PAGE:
Skip to comments.The Lawless Label: 'Made by Jews'
Posted on 02/27/2014 5:49:57 AM PST by SJackson
For how much longer can the war of words over the legality of settlements rage back and forth? Even a final verdict, for or against, would be unproductive. Legal or not, some 400,000 Jews in 130 settlement towns arent going anywhere, and demanding that they go reflects a desire for ethnic cleansing that we may relegate to a league for criminal maniacs.
Those without a bone to pick would accept facts on the ground and enter a war of words that will go somewhere. Europes trade policy for occupation products has a murky record that looks set to get grubby. Now theres a war worth fighting.
"There do not appear to be any European Commission laws which could be breached by a member state taking the decision to ban the import of settlement produce
With this ruling Cambridge professor of international law, James Crawford gave Europe the nod. Go ahead ban settlement products.
Observe the slippery slope. Notice how freely one can slide from labeling products to a blanket ban on products. From there to a blanket ban on everything made in Israel is no more than a slip. One country has already slid to the very bottom.
The South African Government reaffirms its policy to increase support for the Palestinian people and the boycott of Israel.
After all the speaker who handles trade policy, a communist named Rob Davies, had started with a claim that he wanted traders to label goods from Israel correctly, honestly. Goods from the Occupied Palestinian Territories (OPT) should be labeled as such; to protect shoppers what else. Mark, the man said nothing about boycotting Israel.
Made in Israel or made in the West Bank?
So heres the thing. Hand in glove with boycotters, politicos speak with forked tongue. When they call for labeling of settlement products they are really initiating a blanket boycott of Israel. They expect a minor label to conceive a major boycott.
And in all probability it will. Thin-skinned company management will contemplate subterfuge logistics, legal risk, reputational harm, picket mob threats. Theyll do the sums and tally up to a business nightmare. Better not stock Israeli goods at all.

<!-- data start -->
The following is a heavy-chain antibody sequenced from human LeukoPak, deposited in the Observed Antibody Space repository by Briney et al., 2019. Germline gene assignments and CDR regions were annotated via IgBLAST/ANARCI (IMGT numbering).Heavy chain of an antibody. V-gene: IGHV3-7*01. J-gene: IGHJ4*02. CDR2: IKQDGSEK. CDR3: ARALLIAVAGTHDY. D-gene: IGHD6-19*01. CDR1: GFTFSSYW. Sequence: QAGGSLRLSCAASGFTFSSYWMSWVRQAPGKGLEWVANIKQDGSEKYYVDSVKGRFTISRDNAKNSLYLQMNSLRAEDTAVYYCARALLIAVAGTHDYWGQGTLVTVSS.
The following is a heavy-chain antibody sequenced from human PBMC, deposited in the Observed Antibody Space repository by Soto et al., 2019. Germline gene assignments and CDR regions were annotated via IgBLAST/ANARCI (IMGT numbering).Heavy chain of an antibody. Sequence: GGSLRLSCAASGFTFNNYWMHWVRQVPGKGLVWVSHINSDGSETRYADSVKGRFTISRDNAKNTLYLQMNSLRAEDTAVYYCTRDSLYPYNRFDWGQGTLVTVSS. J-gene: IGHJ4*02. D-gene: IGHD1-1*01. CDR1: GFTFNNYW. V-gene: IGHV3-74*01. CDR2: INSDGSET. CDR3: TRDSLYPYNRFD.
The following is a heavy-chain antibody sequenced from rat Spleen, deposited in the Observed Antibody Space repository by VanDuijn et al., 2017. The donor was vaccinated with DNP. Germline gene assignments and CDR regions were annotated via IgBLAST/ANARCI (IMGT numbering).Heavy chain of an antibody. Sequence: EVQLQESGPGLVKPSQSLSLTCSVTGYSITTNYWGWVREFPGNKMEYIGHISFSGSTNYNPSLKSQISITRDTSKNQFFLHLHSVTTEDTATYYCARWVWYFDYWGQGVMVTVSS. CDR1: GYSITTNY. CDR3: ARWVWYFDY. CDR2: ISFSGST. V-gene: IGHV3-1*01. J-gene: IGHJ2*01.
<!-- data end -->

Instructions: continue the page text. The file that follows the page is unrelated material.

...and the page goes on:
Foreign investors can be even more risk-averse. Public servants advised Hollands leading engineering firm that a treatment plant it was developing to control pollution in the Kidron stream might violate international law. It didnt take long for the company to quit the project.
Trade policy as a dogged attempt to bring a targeted nation to heel is the art of manipulating law codes for political ends. Economic sanctions lie at the polar end of trade policy. Call them hard diplomacy, sanctions are clear expressions of the motives for imposing them. We are told that the object of sanctions on Iran is to prevent the mullahs going nuclear.
On the other hand, trade laws and regulations can be soft instruments of diplomacy. Their purported purpose often hides real motives. Label regulations are supposedly meant to protect shoppers, but could be a trade ban in a velvet glove.
Europe flirts with a label to identify products made in West Bank Jewish settlements. Martin Schulz is the incumbent president of all Europe. Though he personally no-nos a label scheme, Eurocrats will have their way, he warned Israel.
Martin Schulz 'The President of all Europe'
There is an enormous pressure, also in the European Parliament, to label products because a lot of my colleagues consider the settlements illegal and think that the rule should be that products coming from regions with an illegal status couldnt have normal access to the European market.
Everything the president said may be true, but all is false. Schulz and colleagues remember, hold political office. They might be full of the right virtues and surprise us. Even unelected Eurocrats could be virtuous. So much we may give them but no more. The world of Schulz and colleagues, recall, is EuroWorld, a hive of bees-in-the-bonnet people, drunk-on-power officious people, agenda driven broad and narrow-thinking people; horse traders and power accumulators, in brief.
'EuroWorld' where expediency rules the roost
When expediency rules the roost, as it rules in EuroWorld, foreign policy may be wrapped in trade law. Even so petty a detail as a product label could be the means to bring some targeted country to heel. It is not at all difficult to apply one and the same law code for a dual purpose: (1) for a genuine trade agreement and (2) for some underhand foreign gamble.
Take Europes deal with Morocco. This involved trade law for a genuine agreement. The fishy deal allows Europe to exploit the waters off Western Sahara which are really not Moroccos to sell. The waters fall under occupied territory, and Brussels wont recognize Moroccos claim to them. But that hasn't stopped it paying Morocco for rights to fish the waters. Nor should it have. According to a legal ruling international law is no obstacle, not even for foreign companies to operate in occupied territory.
. That was the above-board case. For the below board case consider THE occupation, the one that keeps Europe awake at night. Tick first the box for compatibility. Just as Europe wont recognise Moroccos claim to Western Sahara, so it wont recognize Israels claim to the West Bank. It deems both occupations illegal. No problem there.